People tend to have a love or hate relationship with anchovies. If you are one of those who love them, you'll be happy to know that they provide a wide variety of essential nutrients. However, anchovy fillets canned in oil are very high in sodium, so you should only eat them in moderation. Fresh anchovy fillets contain much less sodium and are, therefore, a healthier choice.
Anchovy Fillets Oil has 167 Calories and 20.00 g of Protein per 100 gram serving according to the nutrition facts provided by the USDA Food Composition Database.
Just the Basics
A 3-ounce serving of anchovies canned in oil provides 179 calories, 24.6 grams of protein and 8.3 grams of fat, including only 1.9 grams of saturated fat. This serving of anchovies also contains 72 milligrams of cholesterol. This is 49 percent of the daily value for protein, 13 percent of the DV for fat, 10 percent of the DV for saturated fat and 24 percent of the DV for cholesterol if you follow a 2,000-calorie diet.
Anchovies are a vitamin-rich food, with each serving of canned anchovies providing 85 percent of the DV for niacin and between 10 and 20 percent of the DV for riboflavin, vitamin B-12, vitamin D, vitamin E and vitamin K. You need the B vitamins for healthy brain, liver and nervous system function. Vitamin D helps you absorb calcium and form strong bones. Vitamin E acts as an antioxidant and plays a role in immune function, while vitamin K is important for blood clotting.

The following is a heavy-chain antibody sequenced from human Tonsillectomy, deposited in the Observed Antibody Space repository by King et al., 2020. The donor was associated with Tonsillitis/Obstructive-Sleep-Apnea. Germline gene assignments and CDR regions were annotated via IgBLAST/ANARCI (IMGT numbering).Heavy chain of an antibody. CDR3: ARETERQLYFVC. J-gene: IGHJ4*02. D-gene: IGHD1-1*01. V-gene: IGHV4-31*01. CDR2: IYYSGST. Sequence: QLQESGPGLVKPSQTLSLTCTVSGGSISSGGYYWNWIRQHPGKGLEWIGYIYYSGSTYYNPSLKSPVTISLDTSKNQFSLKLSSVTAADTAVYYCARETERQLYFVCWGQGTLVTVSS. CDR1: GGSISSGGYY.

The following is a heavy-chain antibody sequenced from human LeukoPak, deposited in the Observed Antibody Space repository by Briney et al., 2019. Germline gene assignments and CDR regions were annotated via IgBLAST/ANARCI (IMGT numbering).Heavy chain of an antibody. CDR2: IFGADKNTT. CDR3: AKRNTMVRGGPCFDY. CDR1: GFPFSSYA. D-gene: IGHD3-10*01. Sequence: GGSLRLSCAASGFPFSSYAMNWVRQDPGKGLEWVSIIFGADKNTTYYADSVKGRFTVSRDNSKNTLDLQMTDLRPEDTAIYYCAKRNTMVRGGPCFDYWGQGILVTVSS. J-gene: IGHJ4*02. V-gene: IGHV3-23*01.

A serving of sardines canned in oil will also give you a mineral boost, providing more than 10 percent of the DV for potassium and magnesium, more than 20 percent of the DV for calcium, iron and phosphorus, as well as 83 percent of the DV for selenium. Potassium and magnesium both help control your blood pressure, while calcium helps with muscle and nerve function, and iron helps form red blood cells to carry oxygen from the lungs throughout your body. You need phosphorus and selenium for forming DNA.
You should consume 500 milligrams per day of a combination of the essential omega-3 fats docosahexaenoic acid and eicosapentaenoic acid, according to the Academy of Nutrition and Dietetics. These fats may help lower your risk for heart disease. Each serving of anchovies provides you with 1,748 milligrams of EPA and DHA, or more than 3 days' worth of omega-3 fats.
The main drawback to consuming anchovy fillets in oil is their extremely high sodium content. A 3-ounce serving contains 3,120 milligrams of sodium, which is more than the 2,300-milligram daily limit for healthy people that the "Dietary Guidelines for Americans, 2010" recommends -- and more than double the recommended 1,500-milligram daily limit for people with high blood pressure. Consuming too much sodium increases your risk for high blood pressure and heart disease. To stay within the recommended sodium limit, either opt for fresh anchovies, which only contain about 88 milligrams of sodium per 3-ounce serving, or use just a sprinkle of canned anchovies in your favorite dishes to add a little bit of their characteristic flavor.